Gorges Ithaca Half Marathon 2016 (1:32:43)

This was the second running of the Gorges Ithaca Half Marathon, and it turns out we’d ALL run this one, as Xander was “all in” after having run his first half marathon in Boston a few weeks prior. Amy wrote about her race and the kids over at skirtrunner.com, too. I committed to run a bunch of half marathons this year, and this would be my fifth and last (planned) half of the year. I would have liked to run Catharine Valley later in the summer, but alas, vacation awaits! As was the case last year, Ian Golden of Red Newt Racing did a great job setting up this race. From start to finish, from packet pickup to the post-race party, it was all good, all fun, and all Ithaca.

Pre-Race

I was coming into this race after having raced a LOT since April: four half marathons, a triathlon, the May Day 5M and the Ithaca Festival Mile. Starting around mid-April, I had shifted from primarily running to full-blown triathlon training, reducing my weekly running mileage from 25 miles a week to about 15. I was swimming and biking a lot more, of course, so my overall training time per week was just about doubled!

Despite the 7:30a race start, Amy and were able to wake on our normal 5a schedule, have coffee and breakfast, and have a rather chill morning. We woke the kids a bit later and all enjoyed our pre-race routines, finding comfortable parking near the Ithaca Commons, and milling around the start talking with friends beforehand. It was really nice having the start ON the Ithaca Commons. There were plenty of places to hang out, and it was not a problem lining up near the front, given my aspirations to run a strong race from the start.

The Race: Gorges Ithaca Half Marathon

I saw Brian Lee near the start, and felt obliged to sidle up and tell him about the last time I swam, when he was in the lane next to me. He’s a really great athlete, and I was intimidated when he started swimming next to me, managing 25 yards in the pool before I could get 2/3 of the way there. I told him so, and he was gracious … but it’s true. It’s amazing that whatever level you’re at, there’s always something to aspire to!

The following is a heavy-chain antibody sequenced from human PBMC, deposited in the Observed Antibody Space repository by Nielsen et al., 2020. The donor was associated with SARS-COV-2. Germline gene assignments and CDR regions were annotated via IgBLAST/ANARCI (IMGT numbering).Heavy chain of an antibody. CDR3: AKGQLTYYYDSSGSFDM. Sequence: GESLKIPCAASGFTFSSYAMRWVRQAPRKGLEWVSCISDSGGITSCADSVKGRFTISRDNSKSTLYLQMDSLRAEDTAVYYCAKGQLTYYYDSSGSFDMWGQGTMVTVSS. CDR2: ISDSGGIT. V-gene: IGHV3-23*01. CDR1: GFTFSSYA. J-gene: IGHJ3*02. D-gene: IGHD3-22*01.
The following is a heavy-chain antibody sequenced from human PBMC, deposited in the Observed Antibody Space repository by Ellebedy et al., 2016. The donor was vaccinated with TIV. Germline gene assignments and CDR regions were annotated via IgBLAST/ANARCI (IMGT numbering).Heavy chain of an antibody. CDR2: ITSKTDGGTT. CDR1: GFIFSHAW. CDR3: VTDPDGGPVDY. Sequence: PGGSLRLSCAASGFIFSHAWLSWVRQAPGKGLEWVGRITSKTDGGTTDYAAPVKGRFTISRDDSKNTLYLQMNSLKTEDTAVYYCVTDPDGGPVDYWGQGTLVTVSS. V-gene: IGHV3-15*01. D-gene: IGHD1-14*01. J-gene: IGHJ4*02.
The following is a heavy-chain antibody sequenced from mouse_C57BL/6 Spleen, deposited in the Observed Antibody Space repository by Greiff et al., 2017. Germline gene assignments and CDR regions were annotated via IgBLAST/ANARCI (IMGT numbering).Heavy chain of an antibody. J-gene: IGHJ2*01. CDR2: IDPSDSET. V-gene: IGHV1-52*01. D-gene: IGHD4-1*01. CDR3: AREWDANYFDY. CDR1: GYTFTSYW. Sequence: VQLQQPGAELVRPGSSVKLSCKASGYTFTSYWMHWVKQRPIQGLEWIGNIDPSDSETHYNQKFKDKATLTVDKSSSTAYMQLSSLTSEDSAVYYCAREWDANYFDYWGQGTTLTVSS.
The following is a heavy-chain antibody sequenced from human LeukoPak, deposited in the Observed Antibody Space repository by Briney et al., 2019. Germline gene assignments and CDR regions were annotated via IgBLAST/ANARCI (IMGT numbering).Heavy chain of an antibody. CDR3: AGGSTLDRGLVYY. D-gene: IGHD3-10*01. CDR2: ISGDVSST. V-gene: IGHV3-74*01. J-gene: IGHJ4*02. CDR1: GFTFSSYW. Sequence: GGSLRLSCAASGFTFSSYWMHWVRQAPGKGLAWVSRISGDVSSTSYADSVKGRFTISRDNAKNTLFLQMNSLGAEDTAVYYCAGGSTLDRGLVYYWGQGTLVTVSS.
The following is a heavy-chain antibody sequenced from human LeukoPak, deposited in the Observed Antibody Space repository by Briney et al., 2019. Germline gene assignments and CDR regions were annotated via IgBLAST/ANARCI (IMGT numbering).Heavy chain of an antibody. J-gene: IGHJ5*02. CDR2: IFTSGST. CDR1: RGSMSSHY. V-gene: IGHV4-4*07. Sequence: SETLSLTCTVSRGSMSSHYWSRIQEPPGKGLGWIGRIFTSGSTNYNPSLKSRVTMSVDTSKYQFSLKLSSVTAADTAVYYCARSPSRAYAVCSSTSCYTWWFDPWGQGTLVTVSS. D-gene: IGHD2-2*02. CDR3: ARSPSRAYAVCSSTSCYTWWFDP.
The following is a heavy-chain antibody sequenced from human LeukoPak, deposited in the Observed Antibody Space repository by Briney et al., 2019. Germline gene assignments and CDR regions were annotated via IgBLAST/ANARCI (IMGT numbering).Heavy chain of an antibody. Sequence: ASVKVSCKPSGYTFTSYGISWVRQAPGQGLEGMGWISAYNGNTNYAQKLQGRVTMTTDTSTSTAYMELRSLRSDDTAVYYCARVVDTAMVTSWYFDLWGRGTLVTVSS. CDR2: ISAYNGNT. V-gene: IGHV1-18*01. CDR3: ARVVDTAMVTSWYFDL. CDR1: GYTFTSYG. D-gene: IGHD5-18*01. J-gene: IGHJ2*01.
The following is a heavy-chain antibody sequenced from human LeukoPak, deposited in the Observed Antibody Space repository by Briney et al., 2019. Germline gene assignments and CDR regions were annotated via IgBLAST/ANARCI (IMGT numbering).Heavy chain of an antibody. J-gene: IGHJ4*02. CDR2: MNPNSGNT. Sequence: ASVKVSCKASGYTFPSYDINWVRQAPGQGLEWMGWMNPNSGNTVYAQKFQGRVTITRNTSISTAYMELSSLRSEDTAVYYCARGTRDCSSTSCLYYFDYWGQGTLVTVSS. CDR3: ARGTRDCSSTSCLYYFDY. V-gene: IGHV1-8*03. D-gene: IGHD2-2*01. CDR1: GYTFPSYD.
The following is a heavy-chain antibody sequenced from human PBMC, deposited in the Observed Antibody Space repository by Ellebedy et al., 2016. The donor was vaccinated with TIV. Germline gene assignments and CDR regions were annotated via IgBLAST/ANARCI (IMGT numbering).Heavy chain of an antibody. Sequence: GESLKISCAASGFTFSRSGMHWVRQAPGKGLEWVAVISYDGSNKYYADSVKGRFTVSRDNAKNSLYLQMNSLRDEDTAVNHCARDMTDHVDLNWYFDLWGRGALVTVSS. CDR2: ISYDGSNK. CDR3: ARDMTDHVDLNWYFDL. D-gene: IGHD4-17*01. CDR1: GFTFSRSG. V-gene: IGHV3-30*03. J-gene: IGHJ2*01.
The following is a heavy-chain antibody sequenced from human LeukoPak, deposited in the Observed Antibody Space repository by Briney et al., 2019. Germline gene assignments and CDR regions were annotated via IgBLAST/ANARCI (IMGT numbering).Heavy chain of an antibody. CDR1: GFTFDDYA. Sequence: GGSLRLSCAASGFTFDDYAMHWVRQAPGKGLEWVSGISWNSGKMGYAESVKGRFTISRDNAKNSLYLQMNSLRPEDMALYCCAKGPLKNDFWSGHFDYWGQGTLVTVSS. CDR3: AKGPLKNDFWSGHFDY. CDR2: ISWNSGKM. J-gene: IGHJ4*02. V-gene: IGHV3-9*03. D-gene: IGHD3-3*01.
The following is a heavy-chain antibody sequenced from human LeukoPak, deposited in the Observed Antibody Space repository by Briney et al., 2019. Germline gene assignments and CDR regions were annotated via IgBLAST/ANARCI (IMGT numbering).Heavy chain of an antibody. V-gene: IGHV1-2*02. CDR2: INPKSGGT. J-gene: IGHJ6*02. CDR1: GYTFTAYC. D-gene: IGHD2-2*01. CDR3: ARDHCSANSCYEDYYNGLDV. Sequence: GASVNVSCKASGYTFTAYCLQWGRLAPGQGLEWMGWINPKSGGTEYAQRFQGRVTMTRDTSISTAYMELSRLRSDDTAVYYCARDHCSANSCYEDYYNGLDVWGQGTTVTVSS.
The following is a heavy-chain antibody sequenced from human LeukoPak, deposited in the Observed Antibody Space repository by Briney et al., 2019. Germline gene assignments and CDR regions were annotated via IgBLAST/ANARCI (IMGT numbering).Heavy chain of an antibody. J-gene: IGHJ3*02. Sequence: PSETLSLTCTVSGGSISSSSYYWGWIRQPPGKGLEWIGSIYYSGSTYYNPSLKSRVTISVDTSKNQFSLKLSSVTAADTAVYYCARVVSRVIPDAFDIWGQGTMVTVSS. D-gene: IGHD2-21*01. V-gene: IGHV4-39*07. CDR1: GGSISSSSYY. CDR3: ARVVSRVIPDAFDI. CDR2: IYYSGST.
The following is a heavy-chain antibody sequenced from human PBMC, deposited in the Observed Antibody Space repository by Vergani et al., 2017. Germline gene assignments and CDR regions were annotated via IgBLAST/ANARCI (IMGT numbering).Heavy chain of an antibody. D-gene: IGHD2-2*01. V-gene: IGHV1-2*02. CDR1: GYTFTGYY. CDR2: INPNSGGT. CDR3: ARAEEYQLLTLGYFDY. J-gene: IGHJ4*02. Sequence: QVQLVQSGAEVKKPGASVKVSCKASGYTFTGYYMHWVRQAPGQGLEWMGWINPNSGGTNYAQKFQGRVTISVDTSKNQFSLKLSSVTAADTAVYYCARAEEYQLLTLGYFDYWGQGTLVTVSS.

The timers asked us to come closer to the start pad, and nobody was really moving much. I started to shuffle forward, saying under my breath that I didn’t want to be that close, and I think Brian said, “Well, you are now!” As this great photo from theascendcollective.com shows, I was right up there, second from the right in bright yellow, five racers toeing the line.

We’re off! The half marathon distance it interesting. It’s short enough that you can pretty much go at a pretty good clip and know that you’re not going to hit a wall, but it’s long enough that you have to put up a good mental fight to keep that endurance for the entire 13.1 miles. As we ran through the first miles along the inlet, I spent a few minutes running next to Brian Lee, who would go on to take 3rd overall. No way could I keep his pace, and as we entered Cass Park, I dropped back. Heading South again on the other side of Route 89, it was inspiring to see the other runners heading into Cass. I think at this point I was in 5th place, and we were spread pretty thin. The Cayuga Waterfront Trail was a really nice stretch, with water views and boaters. Heading into the Farmer’s Market area, though, I sensed a pack behind me, and while it spurred me on, I knew I’d have to govern my speed a bit to make the entire race work. Scotie Jacobs was in the pack, and urged me to keep up the pace. I really appreciated the friendly encouragement, and probably took this entire stretch a bit faster than I’d like. But hey, it’s a race.